What is life like with a parrotlet? Forpus Coelestis – a very fiesty bird.
I’ve been planning an ongoing feature for 2014 where I strive to get other bloggers and bird owners from the forums where I’m involved (if mostly lurking counts as ‘involved!) here on Students with Birds. This series will feature real owners’ stories about specific species of birds, because I feel that this is a far more accurate way for potential owners to judge what will suit them. The watered-down information available on the web is very generalised (Greys are always neurotic! Scarlet Macaws are nippy! Pionus and Hyacinth Macaws are gentle!) and while it holds true to an extent, even a large one, one can never know what they’re getting into until they have that bird home.
Parrots are individuals. You can estimate what a species will be like based on the generalised species profiles, but it may surprise you.
The questions I want readers to find answers to are:
‘Who this blogger is, and how they got started in the bird world.’
‘What is life with a [species] like?’
‘What are the pros and cons of a [species] as a pet? ‘
‘How did my life change after buying this bird?’
‘Is a [species] a good pet for a child?’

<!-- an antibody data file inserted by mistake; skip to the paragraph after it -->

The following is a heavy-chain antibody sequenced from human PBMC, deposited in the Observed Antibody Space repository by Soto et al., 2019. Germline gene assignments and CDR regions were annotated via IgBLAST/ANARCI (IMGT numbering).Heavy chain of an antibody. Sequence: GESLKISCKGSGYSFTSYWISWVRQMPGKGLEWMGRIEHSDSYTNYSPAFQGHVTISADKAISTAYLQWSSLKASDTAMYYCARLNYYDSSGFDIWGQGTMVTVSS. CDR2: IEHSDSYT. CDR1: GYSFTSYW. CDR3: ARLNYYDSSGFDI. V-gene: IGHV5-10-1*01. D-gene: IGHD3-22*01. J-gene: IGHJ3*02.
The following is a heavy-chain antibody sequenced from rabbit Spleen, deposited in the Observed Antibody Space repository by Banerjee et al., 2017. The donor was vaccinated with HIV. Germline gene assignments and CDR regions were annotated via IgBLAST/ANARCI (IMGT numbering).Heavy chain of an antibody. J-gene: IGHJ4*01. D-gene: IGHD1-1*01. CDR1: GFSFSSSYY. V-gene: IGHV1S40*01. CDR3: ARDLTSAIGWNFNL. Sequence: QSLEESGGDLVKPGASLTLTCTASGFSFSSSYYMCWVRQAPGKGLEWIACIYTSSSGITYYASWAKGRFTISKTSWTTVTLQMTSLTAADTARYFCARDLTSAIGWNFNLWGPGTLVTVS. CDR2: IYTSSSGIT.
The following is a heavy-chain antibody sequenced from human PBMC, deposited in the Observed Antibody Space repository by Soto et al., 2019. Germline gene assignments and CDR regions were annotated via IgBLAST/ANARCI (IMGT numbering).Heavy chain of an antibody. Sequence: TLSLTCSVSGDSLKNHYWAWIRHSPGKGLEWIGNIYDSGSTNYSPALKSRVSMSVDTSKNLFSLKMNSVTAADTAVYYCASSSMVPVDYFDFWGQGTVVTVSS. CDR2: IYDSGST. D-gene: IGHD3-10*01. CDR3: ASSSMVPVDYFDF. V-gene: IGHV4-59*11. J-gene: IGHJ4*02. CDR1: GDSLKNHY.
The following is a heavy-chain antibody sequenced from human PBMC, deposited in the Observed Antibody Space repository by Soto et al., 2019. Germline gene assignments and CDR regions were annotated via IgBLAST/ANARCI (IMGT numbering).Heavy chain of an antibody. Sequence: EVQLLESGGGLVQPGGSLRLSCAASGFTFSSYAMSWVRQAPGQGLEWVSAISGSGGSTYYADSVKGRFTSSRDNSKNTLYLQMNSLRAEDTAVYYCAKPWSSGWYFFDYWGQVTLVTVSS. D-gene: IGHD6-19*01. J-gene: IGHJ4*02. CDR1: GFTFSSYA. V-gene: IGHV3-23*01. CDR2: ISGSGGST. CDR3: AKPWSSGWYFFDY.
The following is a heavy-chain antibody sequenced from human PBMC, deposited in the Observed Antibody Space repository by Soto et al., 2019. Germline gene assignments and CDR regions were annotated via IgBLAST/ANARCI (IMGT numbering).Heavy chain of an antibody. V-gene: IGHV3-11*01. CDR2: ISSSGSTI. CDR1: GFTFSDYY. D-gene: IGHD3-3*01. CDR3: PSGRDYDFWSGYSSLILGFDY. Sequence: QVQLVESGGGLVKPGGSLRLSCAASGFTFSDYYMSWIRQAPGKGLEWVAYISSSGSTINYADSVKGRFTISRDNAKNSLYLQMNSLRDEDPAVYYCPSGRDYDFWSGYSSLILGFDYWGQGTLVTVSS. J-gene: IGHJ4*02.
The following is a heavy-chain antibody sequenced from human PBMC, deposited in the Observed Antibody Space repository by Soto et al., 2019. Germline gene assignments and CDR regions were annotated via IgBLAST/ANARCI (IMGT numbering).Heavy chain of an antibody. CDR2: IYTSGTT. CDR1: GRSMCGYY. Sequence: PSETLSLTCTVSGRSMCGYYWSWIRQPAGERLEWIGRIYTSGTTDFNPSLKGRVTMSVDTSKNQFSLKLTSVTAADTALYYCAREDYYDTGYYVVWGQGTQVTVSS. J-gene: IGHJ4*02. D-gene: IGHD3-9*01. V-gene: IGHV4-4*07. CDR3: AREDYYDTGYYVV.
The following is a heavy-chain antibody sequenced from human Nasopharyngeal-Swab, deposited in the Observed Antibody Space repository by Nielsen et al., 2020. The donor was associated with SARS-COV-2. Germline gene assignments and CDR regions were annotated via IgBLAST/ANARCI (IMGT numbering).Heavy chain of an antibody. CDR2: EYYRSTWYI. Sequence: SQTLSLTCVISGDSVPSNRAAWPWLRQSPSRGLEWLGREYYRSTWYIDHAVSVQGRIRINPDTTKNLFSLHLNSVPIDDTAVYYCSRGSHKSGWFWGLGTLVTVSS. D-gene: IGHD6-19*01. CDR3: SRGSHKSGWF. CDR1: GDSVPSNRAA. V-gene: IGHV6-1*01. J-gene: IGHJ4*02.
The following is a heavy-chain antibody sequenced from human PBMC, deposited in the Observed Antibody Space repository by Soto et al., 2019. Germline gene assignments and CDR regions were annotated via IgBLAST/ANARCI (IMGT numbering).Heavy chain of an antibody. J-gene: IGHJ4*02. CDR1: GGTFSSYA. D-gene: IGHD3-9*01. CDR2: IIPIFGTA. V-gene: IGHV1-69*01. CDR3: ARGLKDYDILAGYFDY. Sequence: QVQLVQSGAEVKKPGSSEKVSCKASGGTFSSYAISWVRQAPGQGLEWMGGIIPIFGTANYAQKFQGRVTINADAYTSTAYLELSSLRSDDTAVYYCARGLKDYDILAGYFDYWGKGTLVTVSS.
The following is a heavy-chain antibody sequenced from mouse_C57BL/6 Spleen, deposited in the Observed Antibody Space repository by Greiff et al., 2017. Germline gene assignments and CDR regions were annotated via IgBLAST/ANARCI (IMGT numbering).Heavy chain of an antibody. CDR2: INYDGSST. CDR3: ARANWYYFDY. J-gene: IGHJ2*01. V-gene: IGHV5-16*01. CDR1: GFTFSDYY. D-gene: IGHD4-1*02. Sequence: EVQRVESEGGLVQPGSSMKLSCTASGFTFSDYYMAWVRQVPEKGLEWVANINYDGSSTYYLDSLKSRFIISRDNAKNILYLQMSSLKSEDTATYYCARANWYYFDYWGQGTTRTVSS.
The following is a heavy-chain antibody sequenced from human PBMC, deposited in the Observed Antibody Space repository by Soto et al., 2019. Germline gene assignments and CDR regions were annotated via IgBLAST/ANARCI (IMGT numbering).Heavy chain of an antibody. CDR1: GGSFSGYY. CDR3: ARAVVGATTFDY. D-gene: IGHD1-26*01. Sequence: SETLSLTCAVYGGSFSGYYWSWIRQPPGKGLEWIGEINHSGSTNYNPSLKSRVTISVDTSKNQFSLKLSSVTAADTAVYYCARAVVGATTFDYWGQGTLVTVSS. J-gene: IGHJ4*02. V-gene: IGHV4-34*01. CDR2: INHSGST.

‘How demanding is a [bird], really?’
‘What’s the noise level like?’
‘Some basic facts – weight, size, etc.’
If they have other birds in their flocks, ‘How does this species compare?’
Finally, I want readers to be able to find this post and see whether any given parrot or finch lives up to the information already found on the web. If not, what has been different? What advice would these owners offer to a potential owner? What challenges did they meet, etc.?
Hearing or reading owners’ stories are one of the most important parts of buying a new bird. This series is going to ideally run throughout 2014 – so the goal is to post a feature a couple times a month.
So if you found this because you’re wondering, ‘What is life with a Celestial (otherwise known as Pacific) Parrotlet like?’ here is your answer:
I can safely tell you that it is just as demanding as life with a large parrot. Our parrotlet is just one 30-gram bird, but he absolutely lives up to the big-bird-little-body reputation. He is feisty and wild, yet can switch quite suddenly into a very gentle mood. Ours needs a lot of attention to stay tame and happy. Parrots in general are social creatures, but parrotlets in particular live in complex societies. This just means that captive parrotlets also rely heavily on their human flocks. Don’t buy one if you don’t have several hours a day to dedicate to it.
Parrotlets are typically described as bipolar….I suppose ours lives up to this. Ptak can certainly be nippy, as he honestly seems to enjoy it despite our training, but life with him is generally smooth. He is territorial – best to house him alone, thank you – and sometimes hormonal. Mainly, his activity level presents the biggest challenge! Our parrotlet is always on the move, foraging, playing, dangling upside down, or climbing up and down our legs. He thinks he doesn’t need sleep, and would happily play through the night if we let him.